“All the officers do, ma’am.” Celeste opened the door, and stepped inside to wave the harbormaster in, offering a weak smile. “If something should happen, we might need to get to his charts.”
“I see.” Lothera strode past her to the chart table strewn with Celeste’s books, instruments, star charts, and astrological tables. Lothera reached for a sheet of blank parchment, then stopped and turned to Celeste. “If you’re the navigator, why are the navigational instruments here? Shouldn’t they be in your cabin?” The suspicion in the harbormaster’s voice was thick enough to cut with a knife.
“Oh, those are the captain’s instruments, ma’am.” Celeste ducked her head disarmingly and waved toward the beautiful silver sextant that Torius had bought her. “I could never afford such fine tools. He lets me use them, of course.”
“Of course.” Lothera snatched the pen from the inkwell and scrawled a note on the page in her hand. After signing, she straightened and looked around the cabin. Her eyes narrowed as they settled on the nest of pillows beneath the skylight. “And what else does the captain let you use?”
“I’m sorry, ma’am?” Celeste followed her gaze and cursed herself for leaving her things out, but she hadn’t thought the harbormaster would insist on coming to the cabin.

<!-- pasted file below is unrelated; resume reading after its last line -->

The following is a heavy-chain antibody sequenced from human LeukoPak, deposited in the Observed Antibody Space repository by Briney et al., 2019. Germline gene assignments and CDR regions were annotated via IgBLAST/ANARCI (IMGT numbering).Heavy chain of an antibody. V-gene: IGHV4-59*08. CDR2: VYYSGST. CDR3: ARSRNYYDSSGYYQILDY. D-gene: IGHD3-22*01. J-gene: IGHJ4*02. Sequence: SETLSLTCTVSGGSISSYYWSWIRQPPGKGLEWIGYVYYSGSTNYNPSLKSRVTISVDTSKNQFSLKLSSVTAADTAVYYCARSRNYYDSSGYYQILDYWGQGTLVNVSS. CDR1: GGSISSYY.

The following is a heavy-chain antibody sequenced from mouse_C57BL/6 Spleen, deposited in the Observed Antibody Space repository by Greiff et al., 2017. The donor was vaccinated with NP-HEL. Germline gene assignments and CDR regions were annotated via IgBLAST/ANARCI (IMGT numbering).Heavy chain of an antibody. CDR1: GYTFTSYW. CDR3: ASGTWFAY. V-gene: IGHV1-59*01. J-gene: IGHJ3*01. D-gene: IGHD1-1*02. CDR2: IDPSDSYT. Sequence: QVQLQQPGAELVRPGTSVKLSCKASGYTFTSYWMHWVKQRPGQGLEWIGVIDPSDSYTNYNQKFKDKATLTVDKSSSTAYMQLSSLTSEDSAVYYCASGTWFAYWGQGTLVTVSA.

“The captain’s pillows are misplaced. The last time I was here, they were stored in that nook beneath the stern gallery windows.” Lothera picked up one of the astrological texts. She glanced at the open page, then looked back to Celeste, accusation plain in her eyes. “And I don’t recall Abidi ever telling me he had an interest in astrology.”
“He doesn’t, ma’am. The books and the tables are mine.” She shrugged, feigning nonchalance. “I was using the captain’s telescope, a much finer instrument than my own, to view the planet Bretheda and her moons.”
“So, you thought you’d lie back on his pillows in your robe to view the stars through the skylight in his cabin? Why not go outside?”
“I wasn’t stargazing in my robe, ma’am.” Celeste pulled her robe tightly closed. Why is she so suspicious of me? “I was using his telescope here because he doesn’t allow me to take it up on deck when he’s not around. It’s very expensive, as you can see, and if something happened to it, I’d never be able to pay for it. As for the pillows…” It galled Celeste to have to deny her own possessions to this prying woman, but she bit back her anger and lied smoothly. “… well, they’re more comfortable than lying on the cabin sole.”